* Our SUV gets a solid 15 MPG no matter what it seems to be doing (4WD on or off) so I suspect, if we go 65-70, we'll see a solid 14-15 MPG with the trailer too.

SavingWithBabies
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Re: SWB's path to financial independence

Post by SavingWithBabies » Sat May 25, 2019 8:10 am

The RV (trailer) deal went through and it's now parked in our driveway. It needs a good cleaning and some maintenance. Towing it home through construction was interesting but went fine. It definitely is noticeable pulling something around 3,500 pounds versus the ~1,500 pounds our small sailboat and trailer weigh. Now to learn all the systems, repair a few things and clean it.

Now that it we have it, I also ordered one of the portable washers off of Amazon. The type that can wash a small amount of clothes without a lot of water and then have a spin chamber (for 1/2 of the load). We'll keep that in the shower area when we're setup and hopefully it'll work well to wash the clothes (particularly, all the kids clothes).

I also ordered a roll of white PETG 3d printer filament so I can print some replacement parts. Someone has already modeled the awning caps which is great as the ones on the trailer appear to be chewed up by UV/exposure. I'm excited though as our phone holder in the car keeps braking so I'm looking forward to making a more solid one in PETG.

SavingWithBabies
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Re: SWB's path to financial independence

Post by SavingWithBabies » Wed May 29, 2019 12:26 pm

Trailer

It has rained a bunch here so the trailer is getting a good leak test. So far, so good. Cleaning has been helpful in evaluating the caulking and the surfaces. The condition is overall good (as far as I can tell) but it does need some fresh caulk in some spots and some screws tightened and/or rebedded (fix issue with screws not gripping anymore in some places). And I found one spot where a bracket got loose and wore some grooves into a panel. Figuring out what might be causing that before fixing just in case it's a bigger problem.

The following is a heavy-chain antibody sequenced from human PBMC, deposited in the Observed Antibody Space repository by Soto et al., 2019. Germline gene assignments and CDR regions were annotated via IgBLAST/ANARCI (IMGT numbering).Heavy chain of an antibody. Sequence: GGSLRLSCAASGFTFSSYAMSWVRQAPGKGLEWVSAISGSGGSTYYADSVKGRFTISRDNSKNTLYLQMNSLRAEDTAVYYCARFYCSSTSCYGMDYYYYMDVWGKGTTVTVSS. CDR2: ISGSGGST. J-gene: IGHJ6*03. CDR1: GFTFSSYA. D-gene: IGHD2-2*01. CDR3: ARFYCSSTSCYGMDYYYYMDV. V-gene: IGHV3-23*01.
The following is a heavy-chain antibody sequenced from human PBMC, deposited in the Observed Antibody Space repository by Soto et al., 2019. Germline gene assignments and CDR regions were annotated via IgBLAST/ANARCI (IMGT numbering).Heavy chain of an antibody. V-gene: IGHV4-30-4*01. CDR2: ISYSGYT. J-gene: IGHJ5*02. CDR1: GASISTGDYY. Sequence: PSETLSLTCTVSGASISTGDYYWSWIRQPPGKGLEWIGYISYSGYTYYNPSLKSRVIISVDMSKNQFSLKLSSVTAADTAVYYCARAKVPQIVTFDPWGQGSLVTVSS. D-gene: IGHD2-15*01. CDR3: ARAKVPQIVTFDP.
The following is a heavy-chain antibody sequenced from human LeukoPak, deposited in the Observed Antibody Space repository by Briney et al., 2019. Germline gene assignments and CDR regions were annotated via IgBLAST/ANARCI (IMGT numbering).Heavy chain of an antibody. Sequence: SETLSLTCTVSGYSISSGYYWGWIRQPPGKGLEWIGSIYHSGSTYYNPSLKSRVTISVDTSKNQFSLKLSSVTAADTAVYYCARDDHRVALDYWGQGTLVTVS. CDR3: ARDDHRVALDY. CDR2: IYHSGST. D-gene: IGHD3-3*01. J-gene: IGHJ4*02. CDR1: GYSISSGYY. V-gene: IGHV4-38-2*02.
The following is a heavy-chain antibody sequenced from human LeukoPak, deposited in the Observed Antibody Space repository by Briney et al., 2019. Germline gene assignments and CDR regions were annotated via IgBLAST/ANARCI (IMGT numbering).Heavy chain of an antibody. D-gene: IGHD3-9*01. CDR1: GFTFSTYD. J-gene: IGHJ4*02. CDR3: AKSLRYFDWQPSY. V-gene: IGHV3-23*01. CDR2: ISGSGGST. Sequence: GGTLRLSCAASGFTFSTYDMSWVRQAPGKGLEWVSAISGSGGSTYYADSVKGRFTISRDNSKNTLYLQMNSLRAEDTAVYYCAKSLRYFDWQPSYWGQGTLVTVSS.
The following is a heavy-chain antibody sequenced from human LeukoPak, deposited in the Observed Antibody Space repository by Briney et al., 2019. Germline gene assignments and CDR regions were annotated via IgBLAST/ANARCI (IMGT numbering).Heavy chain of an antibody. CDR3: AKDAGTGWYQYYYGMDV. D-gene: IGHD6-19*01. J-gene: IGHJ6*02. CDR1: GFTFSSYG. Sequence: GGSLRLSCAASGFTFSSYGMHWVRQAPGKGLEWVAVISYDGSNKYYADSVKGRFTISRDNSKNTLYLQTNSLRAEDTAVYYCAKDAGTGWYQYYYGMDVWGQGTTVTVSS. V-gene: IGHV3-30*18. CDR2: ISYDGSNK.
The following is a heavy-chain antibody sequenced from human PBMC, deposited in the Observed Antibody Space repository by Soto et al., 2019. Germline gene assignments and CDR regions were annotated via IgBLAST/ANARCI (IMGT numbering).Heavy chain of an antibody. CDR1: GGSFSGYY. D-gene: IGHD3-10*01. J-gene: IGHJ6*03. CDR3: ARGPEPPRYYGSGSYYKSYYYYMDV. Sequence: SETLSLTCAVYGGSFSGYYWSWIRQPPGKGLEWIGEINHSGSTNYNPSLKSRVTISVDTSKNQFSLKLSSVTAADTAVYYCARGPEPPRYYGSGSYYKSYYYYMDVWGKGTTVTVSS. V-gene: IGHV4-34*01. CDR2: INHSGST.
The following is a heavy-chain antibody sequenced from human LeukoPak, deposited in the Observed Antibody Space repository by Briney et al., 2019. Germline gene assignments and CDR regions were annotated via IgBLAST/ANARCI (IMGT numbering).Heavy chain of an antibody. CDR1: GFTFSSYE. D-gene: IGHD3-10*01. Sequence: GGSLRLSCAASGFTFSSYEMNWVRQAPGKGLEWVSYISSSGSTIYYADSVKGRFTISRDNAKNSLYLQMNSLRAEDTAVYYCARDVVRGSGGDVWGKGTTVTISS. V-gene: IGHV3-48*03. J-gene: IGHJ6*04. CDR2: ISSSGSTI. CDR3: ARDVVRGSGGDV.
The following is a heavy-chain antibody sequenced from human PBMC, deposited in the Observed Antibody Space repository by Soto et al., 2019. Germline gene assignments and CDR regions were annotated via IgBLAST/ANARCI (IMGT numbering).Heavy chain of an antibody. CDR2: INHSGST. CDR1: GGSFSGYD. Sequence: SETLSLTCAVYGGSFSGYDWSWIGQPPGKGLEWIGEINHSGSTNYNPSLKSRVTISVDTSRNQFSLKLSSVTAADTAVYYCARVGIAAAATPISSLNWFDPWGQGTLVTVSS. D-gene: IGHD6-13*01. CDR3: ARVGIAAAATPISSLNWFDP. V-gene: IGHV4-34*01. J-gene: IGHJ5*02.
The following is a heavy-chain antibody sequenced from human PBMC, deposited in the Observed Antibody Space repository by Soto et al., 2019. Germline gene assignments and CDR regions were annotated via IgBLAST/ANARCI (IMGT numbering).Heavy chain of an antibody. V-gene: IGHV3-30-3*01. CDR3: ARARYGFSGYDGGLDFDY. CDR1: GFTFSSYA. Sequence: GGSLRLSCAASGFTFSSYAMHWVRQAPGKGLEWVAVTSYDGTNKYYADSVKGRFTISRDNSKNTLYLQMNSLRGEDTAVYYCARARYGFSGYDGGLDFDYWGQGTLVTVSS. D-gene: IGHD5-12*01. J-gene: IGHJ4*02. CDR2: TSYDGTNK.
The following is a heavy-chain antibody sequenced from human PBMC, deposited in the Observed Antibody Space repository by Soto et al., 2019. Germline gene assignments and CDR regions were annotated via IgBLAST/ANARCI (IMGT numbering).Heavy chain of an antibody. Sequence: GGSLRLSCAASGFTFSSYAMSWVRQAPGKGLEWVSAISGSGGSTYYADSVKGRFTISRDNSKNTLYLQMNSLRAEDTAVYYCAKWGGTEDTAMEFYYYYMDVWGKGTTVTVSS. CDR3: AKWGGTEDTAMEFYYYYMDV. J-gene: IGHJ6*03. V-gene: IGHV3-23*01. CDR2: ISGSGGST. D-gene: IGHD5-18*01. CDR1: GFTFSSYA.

We've also slept in it in the driveway for the past couple of nights. The RV king-sized bed is great as it fully fills out that end of the trailer so you can sleep up to the edge without having to worry about falling off (or a kid falling off). So all four of us are sleeping in one bed leaving the queen at the other end empty. We did however pick up a "bed edge guard rail" ($15 for 2 on Craigslist, probably only need 1) to put on the queen end that slides under the mattress and would let the kids sleep on that end without us having to worry about them rolling off the edge and falling a good distance (but it leaves the sides open and the dinette is right there so they can crawl up and down still or at least get a cushioned fall if somehow they roll out the side).

First maintenance, besides cleaning, was getting the range put back in position (loose/missing screws). Then on to checking the water heater anode and finding it completely gone. So ordered a new anode and a new 120v heating element. The gas side of it works well and I think the electric side works but it's easy to fry the 120v heating element (if turned on before heater is full of water) plus they get gunked up with hard water so for $14.xx, good to start fresh (and save old as backup if it does turn out to be good).

Maintenance list:
* replace anode and 120v element in heater
* test toilet
* test dumping gray water and toilet
* test shower
* check for play in wheel bearings, likely grease them (has quick grease but apparently often leaks into electrical brakes so need to be careful)
* decide if should replace tires (including spare)
* finish cleaning bag (kind of a seal) that goes between two roof parts -- looks like can get one more year out of it but is wearing out
* reattach some trim that is coming off
* replace rubber bump stops that the tops rest on for each end when collapsed
* reattach some rubber bumper material that is starting to come off
* 3d print some replacement covers and attach them (2 missing)

Job

I'm at the tail end of two full time employee (FTE) interviews. It looks like they will both have roughly the same in compensation. While seeking references, a prior employer who does consulting also offered some contract opportunities (or FTE if desired). And there is still the other big buck contract place if a suitable project comes through. So I have what appears to be 4 choices: